Vacation. A break. Time off. It’s supposed to be a chance to relax, kick back, lighten the load and enjoy the view, right? Well, mine was…sort of. It was a time away from not having a job, or no education. It was a chance to get away from the suckish hellhole that my life usually is. Some of the time though, vacation was a constant reminder of all the problems I have. It was a reminder of the shit I have to deal with and have yet to deal with. I don’t even know where to begin on this long bus ride (because that’s what it was. A bus ride, a few layovers and a very scary flight to Chicago) of a vacation…
Seattle: We left Monday. Everything went fine. Excluding the fact that the shuttle to take us to the airport was 45 minutes late, which wound my mother up like a toy screw. She was so frazzled when we got there, everyone was frustrated within the first 10 minutes of being in the gate. We got on the plane, exhausted (it was like 4 in the morning), and flew, connected, and flew again (with some time zoning problems in there) to Seattle. The city was amazing. Modern, cool, edgy, everything about it just screamed young and upcoming. And apparently that’s what it was. Thomas and my mom ditched me and my dad to see the Space Needle (I don’t do heights. Let me repeat: no heights) so we sat and just sort of watched the city pulse. It was awesome. The air was cooler, no sirens, no horns honking, pedestrians crossed the streets with sense and reason and trucks and cars stopped and started with the lights like they were supposed to. It was fabulous. Even the policemen, the few I saw, were on bicycles, that’s how low-key this place was. Nice way to start us off.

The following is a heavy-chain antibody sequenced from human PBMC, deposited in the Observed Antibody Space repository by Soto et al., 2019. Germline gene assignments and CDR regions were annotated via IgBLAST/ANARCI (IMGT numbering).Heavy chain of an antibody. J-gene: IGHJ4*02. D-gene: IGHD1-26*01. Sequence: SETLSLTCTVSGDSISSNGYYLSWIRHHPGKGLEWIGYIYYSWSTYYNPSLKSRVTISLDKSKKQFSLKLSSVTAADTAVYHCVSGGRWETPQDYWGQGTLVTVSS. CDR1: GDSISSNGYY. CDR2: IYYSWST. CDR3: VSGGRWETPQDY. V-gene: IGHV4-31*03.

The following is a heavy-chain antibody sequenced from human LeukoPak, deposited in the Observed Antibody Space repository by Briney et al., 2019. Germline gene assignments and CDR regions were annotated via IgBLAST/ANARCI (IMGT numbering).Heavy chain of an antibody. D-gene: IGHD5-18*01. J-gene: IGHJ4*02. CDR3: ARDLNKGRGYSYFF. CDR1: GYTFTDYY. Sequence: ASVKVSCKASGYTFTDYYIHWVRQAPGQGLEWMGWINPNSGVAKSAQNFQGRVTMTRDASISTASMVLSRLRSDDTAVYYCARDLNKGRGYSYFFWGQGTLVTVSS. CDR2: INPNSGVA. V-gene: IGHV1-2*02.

Portland: On the way to Portland, we stopped at Mt. St. Helens and Mt. Hood. They were absolutely stunning. I’ve never seen snow-capped mountains before, not like that. And it was epic. Obviously we took a bunch of pictures, and then we were back on the bus. Now, the drive to Portland is way longer than I seemed to have calculated without any sort of map or knowledge of the area prior to this trip. I assumed all the cities on this journey were relatively close to one another, a few hours at the most, making the time on the bus minimal. Ha! We lived on that bus. And the trip, which we’d booked through AAA, was mostly older people. Like seriously, everyone on the trip had at least, 30 years on us. At least. I don’t have a problem with driving, really don’t. When I’m doing it. This was a jerky bus, that was not under my control, that forced me to be seated in a tight space for extended periods of time, with people that generally annoyed me. By the time we reached Portland, I was pretty sour on the whole thing. The city was nice, but lacked the personal charm of Seattle (I apologize if any of you live in Portland. Just wasn’t my cup of tea. Plus, like I said, I think my opinion was a little skewed). We went on a dinner cruise and toured the city a little bit, then it was back on the bus the next day.